December 7, 2009
Had three classical music concert experiences this weekend, none of them "professional" in the standard sense of the word, but all of them encouraging in the sense that they demonstrate how great musicianship exists at the grassroots level in even the most adverse of financial climates. I'd like to share with you a few thoughts about each one:
1. International Orange Chorale at the Solarium Public Space, 55 Second Street, San Francisco: This San Francisco-based a cappella vocal ensemble, named after the official color of the Golden Gate Bridge, performs all its concerts for free. The singers volunteer their services (they all make a living doing other things such as working at Google) but musical standards are high. The eclectic program featured everything from madrigals by Thomas Morley and Claudio Monteverdi to works by local, contemporary composers like Robin Estrada and Joseph Gregorio. The group also performed a fiendishly difficult but mesmerizing world premiere by Shaffer McGee -- "Death of a ball turret gunner." The Solarium space is a delightful, casual place to hear choral music. It's bright and has a bright acoustic.
2. School of the Arts (SOTA) Choral and Orchestral Concert at School of the Arts Auditorium, 555 Portola Drive, San Francisco: SOTA is in a state of financial disarray. The classrooms are run-down and the place hasn't seen a lick of paint in decades. Nevertheless, the teachers and students soldier on. The concert they pulled off at the weekend is testimony to the creative brilliance of the SOTA community. Although the program (like many school concerts) was rather long, the various choirs and orchestras presented a diverse range of work in a polished and spirited manner. I was particularly taken with the candlelit opening processional by the Chamber Choral Ensemble which featured two spectral setting of "O Magnum Mysterium" - one an anonymously composed plainchant and the other by Tomas Luis de Victoria. I also really loved the Vocal Jazz Ensemble's take on "Fragile" by Sting (arranged by Phil Matson.) The soloist, a small 13 or 14-year-old by the name of Rafael, has the makings of a young Sinatra. His voice is mellow and smooth like a good cup of Venezuelan coffee and he is sweetly handsome. The orchestral offerings were less even. A performance of Arcangelo Corelli's Concerto Grosso in g minor had a lot of life to it though the intonation was sometimes fuzzy. The combined choral and orchestral performance of Padre G B Martini's "Domine, ad Adjuvandum Me Festina" was lively and bold. But Gabriel Faure's "Cantique de Jean Racine" was less successful. It lacked energy and the necessary sostenuto to make the piece come alive.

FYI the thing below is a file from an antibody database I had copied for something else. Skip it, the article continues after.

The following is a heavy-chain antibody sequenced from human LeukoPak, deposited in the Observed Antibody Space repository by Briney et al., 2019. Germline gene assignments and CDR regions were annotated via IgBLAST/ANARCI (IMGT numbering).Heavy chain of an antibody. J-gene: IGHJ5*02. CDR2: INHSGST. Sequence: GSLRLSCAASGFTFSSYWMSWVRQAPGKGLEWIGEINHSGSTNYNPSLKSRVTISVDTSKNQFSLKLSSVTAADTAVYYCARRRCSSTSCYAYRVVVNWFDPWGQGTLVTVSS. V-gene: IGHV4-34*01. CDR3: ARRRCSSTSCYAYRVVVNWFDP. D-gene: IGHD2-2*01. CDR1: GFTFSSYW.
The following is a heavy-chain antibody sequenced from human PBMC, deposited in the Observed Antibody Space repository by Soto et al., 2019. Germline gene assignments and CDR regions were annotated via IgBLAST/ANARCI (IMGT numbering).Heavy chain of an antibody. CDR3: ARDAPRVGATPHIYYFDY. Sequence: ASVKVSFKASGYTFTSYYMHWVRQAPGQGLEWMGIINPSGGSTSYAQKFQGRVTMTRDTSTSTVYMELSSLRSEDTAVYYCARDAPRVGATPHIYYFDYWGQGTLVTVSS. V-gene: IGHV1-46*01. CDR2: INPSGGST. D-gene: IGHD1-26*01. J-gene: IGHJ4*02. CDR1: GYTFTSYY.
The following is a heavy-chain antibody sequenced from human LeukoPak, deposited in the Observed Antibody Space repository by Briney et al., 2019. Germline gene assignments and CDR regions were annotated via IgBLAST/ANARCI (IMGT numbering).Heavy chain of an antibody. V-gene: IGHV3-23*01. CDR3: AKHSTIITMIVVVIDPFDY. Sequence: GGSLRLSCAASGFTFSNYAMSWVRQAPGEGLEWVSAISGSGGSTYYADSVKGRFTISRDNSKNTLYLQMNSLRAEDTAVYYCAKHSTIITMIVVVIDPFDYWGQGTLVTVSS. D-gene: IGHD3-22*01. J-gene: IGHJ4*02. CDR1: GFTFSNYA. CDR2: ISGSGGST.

3. Taping of NPR's From the Top at Dinkelspiel Auditorium, Stanford University Campus, Palo Alto: What a treat to experience the recording of this great young people's classical music showcase in front of a live audience in the show's 10th anniversary year. The producers assembled an eclectic group of young prodigies. My favorite was a scrawny bespectacled cellist by the name of Nathan Chan who had a great sense of humor and played Mark Summer's whimsical, jazz- and blues-infused melody "Julie-O" with verve and pluck. I also enjoyed From the Top alumnus Evan Premo's duets for double bass and voice - the "Seasonal Song Cycle" - which the composer-bassist performed with his wife, Mary Bonhag. Less compelling was the Palo Alto Chamber Orchestra's take on the same Corelli concerto I'd heard the previous evening at SOTA. The playing, though more technically precise and in tune, lacked soul. It was heavy and angular and Beethoven-like. I wanted the music to dance.
All three of the above experiences demonstrate that music-making is alive and well in the Bay Area at the grassroots level. If only more money would find its way into the system though. This would help to make the experiences even better - both for audiences and for the creators of the work.